Allen Guelzo of Gettysburg College is presently engaged in a willfully mendacious portrayal of my ongoing research into Abraham Lincoln’s Civil War era colonization programs. This is not a lightly proffered criticism, but it is one I make note of to differentiate it from the honest interpretive disagreements that historians often have when considering a controversial subject, and to call attention to a breach of professional ethics in Guelzo’s characterizations of my work.
The article by Guelzo that prompted this post recently became available without a paywall and may now be found online here. A response that I co-authored with my colleague Seb Page shortly after the original piece appeared in print is available for download here. I invite my readers to evaluate both pieces, and to subject our work to all due scrutiny.
Both articles are lengthy and address the particulars of our extended dispute in depth.
For this blog post though I’d like to take up the issue of the most serious charge, as it is where Guelzo’s crossing of the line between interpretive disagreement and professional misconduct becomes pronounced. Guelzo charges me with an act of intentional historical contrivance, or as he puts it “cit[ing] documents that do not exist and then smother[ing] their non-existence with invocations of “mystery”” and of artificially attaching Lincoln’s name to records generated by others around him.
The specific document in question is a June 13, 1863 authorization for two colonization schemes to be carried out in partnership with the British Government in their Caribbean holdings of British Honduras (modern day Belize) and Guyana. It is historically significant as an attestation of Lincoln’s continued colonization enterprise that postdates his final Emancipation Proclamation of January 1, 1863, where many historians have posited that he abandoned the idea of voluntary black resettlement (it is also far from the only document of this type). It is also certain that Lincoln signed the document, as this is attested in both an eyewitness account of the meeting that produced it and by multiple surviving copies that clearly show the presidential endorsement.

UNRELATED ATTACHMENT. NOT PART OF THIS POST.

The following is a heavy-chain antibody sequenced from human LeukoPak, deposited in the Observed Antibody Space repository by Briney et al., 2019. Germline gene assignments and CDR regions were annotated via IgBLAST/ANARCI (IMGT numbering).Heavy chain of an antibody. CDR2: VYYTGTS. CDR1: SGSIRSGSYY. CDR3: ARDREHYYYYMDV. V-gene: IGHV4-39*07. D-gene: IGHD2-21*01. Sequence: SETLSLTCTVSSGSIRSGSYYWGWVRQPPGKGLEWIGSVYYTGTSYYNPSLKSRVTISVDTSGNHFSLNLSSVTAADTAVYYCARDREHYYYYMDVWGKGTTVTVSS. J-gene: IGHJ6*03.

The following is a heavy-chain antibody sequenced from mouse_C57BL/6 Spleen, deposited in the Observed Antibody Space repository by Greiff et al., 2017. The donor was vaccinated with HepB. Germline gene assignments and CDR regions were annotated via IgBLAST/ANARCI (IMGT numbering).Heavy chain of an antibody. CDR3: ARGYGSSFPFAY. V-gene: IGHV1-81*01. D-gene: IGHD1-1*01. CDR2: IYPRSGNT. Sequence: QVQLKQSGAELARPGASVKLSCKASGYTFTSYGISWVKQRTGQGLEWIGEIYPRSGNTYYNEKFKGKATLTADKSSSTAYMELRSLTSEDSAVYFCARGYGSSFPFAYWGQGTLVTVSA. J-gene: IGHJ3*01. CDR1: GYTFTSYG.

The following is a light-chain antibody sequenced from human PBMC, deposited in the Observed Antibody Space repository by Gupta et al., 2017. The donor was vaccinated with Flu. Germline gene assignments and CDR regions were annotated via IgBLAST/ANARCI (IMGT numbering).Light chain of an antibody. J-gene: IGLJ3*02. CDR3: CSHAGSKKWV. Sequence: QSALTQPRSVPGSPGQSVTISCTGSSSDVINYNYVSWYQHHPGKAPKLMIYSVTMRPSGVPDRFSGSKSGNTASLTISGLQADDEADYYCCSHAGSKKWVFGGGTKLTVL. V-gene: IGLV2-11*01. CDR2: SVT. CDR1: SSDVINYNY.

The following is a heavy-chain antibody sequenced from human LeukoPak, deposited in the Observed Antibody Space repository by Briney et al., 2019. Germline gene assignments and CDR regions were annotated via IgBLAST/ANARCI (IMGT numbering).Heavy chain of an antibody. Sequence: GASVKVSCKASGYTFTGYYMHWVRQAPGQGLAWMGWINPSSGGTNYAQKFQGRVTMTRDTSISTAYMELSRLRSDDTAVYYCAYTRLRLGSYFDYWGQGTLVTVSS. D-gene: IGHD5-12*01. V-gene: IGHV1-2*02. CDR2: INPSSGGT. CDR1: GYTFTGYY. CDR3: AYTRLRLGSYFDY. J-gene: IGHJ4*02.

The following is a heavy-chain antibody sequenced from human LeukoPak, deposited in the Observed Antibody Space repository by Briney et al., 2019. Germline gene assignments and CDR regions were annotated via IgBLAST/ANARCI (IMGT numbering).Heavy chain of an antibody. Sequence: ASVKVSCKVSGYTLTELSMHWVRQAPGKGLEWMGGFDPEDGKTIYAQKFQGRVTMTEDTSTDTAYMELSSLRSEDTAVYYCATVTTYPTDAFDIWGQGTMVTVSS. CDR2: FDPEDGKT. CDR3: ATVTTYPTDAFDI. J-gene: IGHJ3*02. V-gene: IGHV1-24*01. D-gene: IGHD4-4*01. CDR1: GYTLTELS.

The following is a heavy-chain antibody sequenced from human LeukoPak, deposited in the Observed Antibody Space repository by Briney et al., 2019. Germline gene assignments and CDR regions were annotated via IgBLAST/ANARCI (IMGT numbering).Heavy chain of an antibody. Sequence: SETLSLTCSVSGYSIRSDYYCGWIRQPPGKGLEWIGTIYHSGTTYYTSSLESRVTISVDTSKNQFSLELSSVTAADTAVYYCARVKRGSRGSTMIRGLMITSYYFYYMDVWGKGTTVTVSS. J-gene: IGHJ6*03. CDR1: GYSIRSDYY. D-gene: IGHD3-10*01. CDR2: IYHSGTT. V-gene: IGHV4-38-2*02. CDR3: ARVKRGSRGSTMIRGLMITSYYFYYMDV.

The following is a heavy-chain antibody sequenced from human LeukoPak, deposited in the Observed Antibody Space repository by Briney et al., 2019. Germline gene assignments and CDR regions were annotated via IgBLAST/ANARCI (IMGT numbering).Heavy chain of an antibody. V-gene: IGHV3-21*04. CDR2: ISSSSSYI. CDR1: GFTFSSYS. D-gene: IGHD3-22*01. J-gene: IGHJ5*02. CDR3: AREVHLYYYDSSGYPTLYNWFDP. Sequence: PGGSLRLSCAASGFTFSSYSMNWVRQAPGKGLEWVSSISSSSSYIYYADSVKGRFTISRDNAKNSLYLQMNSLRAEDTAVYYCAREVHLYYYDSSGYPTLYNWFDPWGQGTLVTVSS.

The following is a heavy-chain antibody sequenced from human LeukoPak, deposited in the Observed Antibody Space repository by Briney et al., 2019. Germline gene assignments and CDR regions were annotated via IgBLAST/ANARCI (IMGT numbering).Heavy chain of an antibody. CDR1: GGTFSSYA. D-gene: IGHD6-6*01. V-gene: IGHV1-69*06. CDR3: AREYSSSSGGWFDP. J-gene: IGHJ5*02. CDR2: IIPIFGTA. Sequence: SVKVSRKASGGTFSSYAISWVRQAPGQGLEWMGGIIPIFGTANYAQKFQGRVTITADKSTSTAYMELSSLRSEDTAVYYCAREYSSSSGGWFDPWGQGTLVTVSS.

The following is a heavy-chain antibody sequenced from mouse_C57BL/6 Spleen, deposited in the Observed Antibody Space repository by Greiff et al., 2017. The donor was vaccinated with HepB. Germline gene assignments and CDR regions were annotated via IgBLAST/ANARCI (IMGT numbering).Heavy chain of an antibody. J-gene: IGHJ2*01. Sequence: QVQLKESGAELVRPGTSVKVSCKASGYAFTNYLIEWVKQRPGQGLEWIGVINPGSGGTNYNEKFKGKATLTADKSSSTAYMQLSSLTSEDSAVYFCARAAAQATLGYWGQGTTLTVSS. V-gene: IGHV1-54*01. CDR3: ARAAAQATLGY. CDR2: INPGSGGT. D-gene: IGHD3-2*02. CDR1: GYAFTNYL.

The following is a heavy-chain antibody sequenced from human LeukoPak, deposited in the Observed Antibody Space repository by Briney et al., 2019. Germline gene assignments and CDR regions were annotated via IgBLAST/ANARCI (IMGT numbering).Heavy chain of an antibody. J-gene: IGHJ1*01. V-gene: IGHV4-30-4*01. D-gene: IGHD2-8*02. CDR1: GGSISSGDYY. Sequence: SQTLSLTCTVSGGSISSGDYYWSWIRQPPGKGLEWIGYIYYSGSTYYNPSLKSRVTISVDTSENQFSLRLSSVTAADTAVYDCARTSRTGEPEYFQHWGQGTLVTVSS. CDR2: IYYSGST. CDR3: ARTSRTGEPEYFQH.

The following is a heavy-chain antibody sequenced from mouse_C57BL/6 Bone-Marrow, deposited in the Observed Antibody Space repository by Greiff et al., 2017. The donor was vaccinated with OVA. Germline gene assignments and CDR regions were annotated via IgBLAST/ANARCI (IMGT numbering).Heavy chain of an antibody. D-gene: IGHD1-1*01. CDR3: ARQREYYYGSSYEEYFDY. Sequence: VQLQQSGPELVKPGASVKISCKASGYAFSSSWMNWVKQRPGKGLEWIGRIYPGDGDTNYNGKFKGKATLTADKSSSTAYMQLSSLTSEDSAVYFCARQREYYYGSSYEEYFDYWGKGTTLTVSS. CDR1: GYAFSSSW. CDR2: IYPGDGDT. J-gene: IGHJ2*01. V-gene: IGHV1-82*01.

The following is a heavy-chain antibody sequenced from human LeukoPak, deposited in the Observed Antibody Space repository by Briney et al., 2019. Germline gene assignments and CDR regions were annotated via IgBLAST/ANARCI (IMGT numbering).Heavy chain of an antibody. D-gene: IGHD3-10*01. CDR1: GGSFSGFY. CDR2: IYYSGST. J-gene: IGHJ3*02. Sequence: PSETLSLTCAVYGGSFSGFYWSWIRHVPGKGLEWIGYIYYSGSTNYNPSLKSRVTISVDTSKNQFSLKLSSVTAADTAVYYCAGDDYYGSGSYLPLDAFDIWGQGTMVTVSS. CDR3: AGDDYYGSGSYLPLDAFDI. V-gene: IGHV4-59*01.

Guelzo disputes this fact though, and uses his contention as the basis of both his counterargument on colonization and his personal insinuation of scholarly impropriety in my handling of the document. In a meandering flourish of misconstruction around the evidence that was provided in Colonization after Emancipation and elsewhere, Guelzo asserts that this document “is not a Lincoln document,” accuses us of “supply[ing]” Lincoln’s signature in a place where it was not affixed, and strongly insinuates intentional malfeasance on our part, specifically through “the liberty of manufacture” of a historical document to bolster the case of Lincoln’s post-emancipation colonization efforts.
Much of Guelzo’s case against this document’s authenticity intentionally exploits the fact that the original (or actually two originals that Lincoln handed to the agents of each colony on that day in June 1863) did not survive the passage of time, having last been seen in the early 20th century. This is not an uncommon problem with historical documents, and even famous ones. The original Emancipation Proclamation was lost in the Chicago Fire of 1871. What Guelzo does not acknowledge though is that Lincoln’s June 13, 1863 order – complete and with his personal endorsement intact – was enrolled in multiple public records at the time of its creation. It was then replicated and widely disseminated with instructions to British colonial administrators so that they might begin to receive the American ex-slave colonists.
In the interest of the full and open scrutiny I have invited, it is of use to illustrate the document’s verifiable provenance and make it available for review.
On the day of its issuance a copy of the document – including Lincoln’s endorsement – was delivered and logged at the British Legation in Washington, D.C. It was eventually transferred to the National Archives of the United Kingdom, where it still resides today. A photo of this document was also made available to Guelzo on page 72 of Colonization after Emancipation, though he chose to ignore it.
A second copy was made at the time for Lt. Governor Frederick Seymour of British Honduras. It was carried to him by one of the land agents, John Hodge, on the next ship to Belize City in August 1863. It currently resides in the Belize Archives and Records building in Belmopan.
A third copy was sent to Lt. Governor Edward Eyre of Jamaica. Eyre had been given supervisory jurisdiction over all black colonization schemes in the British Caribbean by the British Colonial Office. It currently resides in the National Archives of Jamaica.
A fourth copy was transmitted back to the British Colonial Office in London, and formally disseminated in a packet of instructions to the affected colonial governments in September 1863. One of these is also held in the government archives of Belize.
Mitchell also retained a copy in the surviving portion of the U.S. colonization office records. It is held by the National Archives and Records Administration.
And a lost original, of course, was viewed by a reporter for the Macon Telegraph in the early 20th century shortly before its disappearance. He reprinted the document in full, as I’ve discussed previously on this blog.
Of course all of this raises an important question: if not Lincoln’s own pen, exactly where did this document come from? And why was it formally enrolled and circulated across the British Empire back in 1863, some century and a half prior to the alleged “liberty of manufacture” that brought it to public light?
Your move, Allen.